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adopted by people who registered on adoptadrainoakland.com. >> reporter: she takes care of four drains on her block. >> if everybody just took two minutes. >> reporter: city leaders from texas to vermont are taking note. >> they're calling saying how can we do this? so oakland has been a model for urban volunteerism. >> reporter: others simply want to stop water from seeping into their homes. >> we can't tell. it's always best to be prepared. >> reporter: knowing they're ready for the next round of rain. since there are 10,000 storm drains in the city of oakland, that leaves applicanty more to be adopted. we've posted the website on web wednesday, so if you'd like to help out in your neighborhood, it's pretty easy to sign up. frank, julie. >> the volunteers will be busy tomorrow. katie, thank you.
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>> reporter: despite the rain, california is still in the grips of a historic drought and water agencies desperately want people to conserve for the future. >> a normal year, we get about 50 inches of rain, right now, we're just about 7 inches for this rain year. >> with reservoirs only partially full, east bay mud may still need to buy water from outside agencies. that would mean a rate hike. it's going to see how much rain we get this week before making a decision. in san francisco, falling ficus trees are creating problems. several lost branches and fell over during the rain this month. yesterday, a large branch fell onto three cars. to prevent further damage, the city has issued new guidelines to streamline the process for removing a dangerous ficus. >> we have trees that haven't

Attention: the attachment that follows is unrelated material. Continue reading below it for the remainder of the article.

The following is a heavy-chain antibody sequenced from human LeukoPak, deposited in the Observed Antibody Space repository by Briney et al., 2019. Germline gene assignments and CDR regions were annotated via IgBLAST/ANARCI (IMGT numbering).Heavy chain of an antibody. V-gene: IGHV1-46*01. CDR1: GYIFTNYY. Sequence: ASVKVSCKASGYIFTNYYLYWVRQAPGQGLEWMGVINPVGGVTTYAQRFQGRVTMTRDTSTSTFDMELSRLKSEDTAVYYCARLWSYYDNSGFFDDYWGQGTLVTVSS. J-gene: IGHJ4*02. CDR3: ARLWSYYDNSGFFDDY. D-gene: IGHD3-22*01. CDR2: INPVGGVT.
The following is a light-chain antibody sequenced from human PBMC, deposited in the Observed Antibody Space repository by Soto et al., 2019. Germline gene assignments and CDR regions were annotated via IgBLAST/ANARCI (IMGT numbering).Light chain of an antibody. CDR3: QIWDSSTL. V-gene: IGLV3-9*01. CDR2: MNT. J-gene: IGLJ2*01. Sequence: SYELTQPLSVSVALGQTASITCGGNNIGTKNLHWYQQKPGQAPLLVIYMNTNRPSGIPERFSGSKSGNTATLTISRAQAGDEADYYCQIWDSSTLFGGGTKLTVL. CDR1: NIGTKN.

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been maintained as often as they should be and now we're starting to pay the price for it. >> if residents have concerns, the city says it will evaluate trees to determine whether they are good candidates for removal. stay with us, in 13 minutes, bill will be back with the timing for the heaviest rain. at 10:30, a look at the sierra, and the outlook for much needed snow there. at 10:45, your extended outlook and the chance for more rain at the end of the week. homeless shelters in the south bay started adding beds tonight to bring in as many people as possible from the elements. the wet weather coincides with a move to close a large homeless encampment known as the jungle. >> reporter: julie, we're inside the bicardo center. for some of the people